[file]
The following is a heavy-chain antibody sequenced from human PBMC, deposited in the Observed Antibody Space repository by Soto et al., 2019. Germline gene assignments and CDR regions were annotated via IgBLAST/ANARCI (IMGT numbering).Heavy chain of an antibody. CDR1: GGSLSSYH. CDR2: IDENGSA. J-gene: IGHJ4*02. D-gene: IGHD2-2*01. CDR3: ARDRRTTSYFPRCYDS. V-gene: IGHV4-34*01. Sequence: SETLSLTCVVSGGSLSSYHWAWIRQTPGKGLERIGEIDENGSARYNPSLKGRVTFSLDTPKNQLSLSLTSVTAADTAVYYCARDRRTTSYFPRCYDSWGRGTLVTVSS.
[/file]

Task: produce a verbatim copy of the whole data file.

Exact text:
The following is a heavy-chain antibody sequenced from human PBMC, deposited in the Observed Antibody Space repository by Soto et al., 2019. Germline gene assignments and CDR regions were annotated via IgBLAST/ANARCI (IMGT numbering).Heavy chain of an antibody. CDR1: GGSLSSYH. CDR2: IDENGSA. J-gene: IGHJ4*02. D-gene: IGHD2-2*01. CDR3: ARDRRTTSYFPRCYDS. V-gene: IGHV4-34*01. Sequence: SETLSLTCVVSGGSLSSYHWAWIRQTPGKGLERIGEIDENGSARYNPSLKGRVTFSLDTPKNQLSLSLTSVTAADTAVYYCARDRRTTSYFPRCYDSWGRGTLVTVSS.